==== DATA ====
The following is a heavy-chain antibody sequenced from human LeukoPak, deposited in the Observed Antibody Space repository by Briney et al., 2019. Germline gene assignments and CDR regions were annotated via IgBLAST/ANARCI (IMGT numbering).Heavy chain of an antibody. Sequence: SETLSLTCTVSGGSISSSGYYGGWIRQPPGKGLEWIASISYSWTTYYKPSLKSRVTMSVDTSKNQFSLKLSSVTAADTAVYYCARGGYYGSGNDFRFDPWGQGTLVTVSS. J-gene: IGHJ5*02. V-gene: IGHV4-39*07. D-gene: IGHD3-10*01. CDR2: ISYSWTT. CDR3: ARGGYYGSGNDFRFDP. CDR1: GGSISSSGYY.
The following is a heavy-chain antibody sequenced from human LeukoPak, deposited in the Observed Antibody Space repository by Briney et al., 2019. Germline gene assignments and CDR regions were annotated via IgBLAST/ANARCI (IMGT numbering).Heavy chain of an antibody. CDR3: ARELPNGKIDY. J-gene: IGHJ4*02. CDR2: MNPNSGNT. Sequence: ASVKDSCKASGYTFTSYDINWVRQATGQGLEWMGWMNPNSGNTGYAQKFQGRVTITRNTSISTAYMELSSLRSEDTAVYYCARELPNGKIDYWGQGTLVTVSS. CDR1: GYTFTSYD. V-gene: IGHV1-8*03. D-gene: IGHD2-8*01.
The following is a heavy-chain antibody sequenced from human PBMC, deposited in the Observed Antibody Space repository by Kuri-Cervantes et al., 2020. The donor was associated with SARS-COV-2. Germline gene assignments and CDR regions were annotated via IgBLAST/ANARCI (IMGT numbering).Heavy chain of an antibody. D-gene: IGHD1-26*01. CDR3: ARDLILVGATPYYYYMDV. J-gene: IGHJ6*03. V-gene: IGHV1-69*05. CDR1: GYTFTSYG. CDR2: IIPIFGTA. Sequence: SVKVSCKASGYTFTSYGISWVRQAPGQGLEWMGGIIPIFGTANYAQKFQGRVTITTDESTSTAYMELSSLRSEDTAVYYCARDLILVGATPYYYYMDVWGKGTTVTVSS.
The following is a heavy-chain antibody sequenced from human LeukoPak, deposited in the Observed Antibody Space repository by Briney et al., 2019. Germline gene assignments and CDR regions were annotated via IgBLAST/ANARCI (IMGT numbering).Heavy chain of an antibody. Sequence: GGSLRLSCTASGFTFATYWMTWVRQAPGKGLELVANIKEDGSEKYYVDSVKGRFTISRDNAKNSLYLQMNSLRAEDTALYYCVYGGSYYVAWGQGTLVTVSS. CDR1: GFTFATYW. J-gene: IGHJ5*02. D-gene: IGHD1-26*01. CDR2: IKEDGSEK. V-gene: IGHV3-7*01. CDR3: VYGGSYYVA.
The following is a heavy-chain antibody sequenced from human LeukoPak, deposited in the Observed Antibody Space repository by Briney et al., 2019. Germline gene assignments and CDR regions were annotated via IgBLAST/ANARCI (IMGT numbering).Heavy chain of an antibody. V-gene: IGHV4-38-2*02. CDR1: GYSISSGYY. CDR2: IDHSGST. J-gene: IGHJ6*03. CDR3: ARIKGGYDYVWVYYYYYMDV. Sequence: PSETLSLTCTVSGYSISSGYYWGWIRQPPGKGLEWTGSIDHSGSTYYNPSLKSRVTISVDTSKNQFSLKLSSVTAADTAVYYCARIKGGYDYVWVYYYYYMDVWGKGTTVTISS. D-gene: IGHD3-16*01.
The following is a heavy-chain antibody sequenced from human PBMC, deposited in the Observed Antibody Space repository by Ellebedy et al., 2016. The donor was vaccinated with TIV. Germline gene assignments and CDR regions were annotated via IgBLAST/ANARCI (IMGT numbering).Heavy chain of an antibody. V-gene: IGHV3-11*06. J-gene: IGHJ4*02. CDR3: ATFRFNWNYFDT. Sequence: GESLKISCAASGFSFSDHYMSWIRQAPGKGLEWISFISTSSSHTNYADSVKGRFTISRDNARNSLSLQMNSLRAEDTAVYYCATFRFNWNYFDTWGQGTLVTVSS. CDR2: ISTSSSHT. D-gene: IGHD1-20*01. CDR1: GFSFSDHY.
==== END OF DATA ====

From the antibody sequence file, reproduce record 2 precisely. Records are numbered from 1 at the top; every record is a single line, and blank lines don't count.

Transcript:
The following is a heavy-chain antibody sequenced from human LeukoPak, deposited in the Observed Antibody Space repository by Briney et al., 2019. Germline gene assignments and CDR regions were annotated via IgBLAST/ANARCI (IMGT numbering).Heavy chain of an antibody. CDR3: ARELPNGKIDY. J-gene: IGHJ4*02. CDR2: MNPNSGNT. Sequence: ASVKDSCKASGYTFTSYDINWVRQATGQGLEWMGWMNPNSGNTGYAQKFQGRVTITRNTSISTAYMELSSLRSEDTAVYYCARELPNGKIDYWGQGTLVTVSS. CDR1: GYTFTSYD. V-gene: IGHV1-8*03. D-gene: IGHD2-8*01.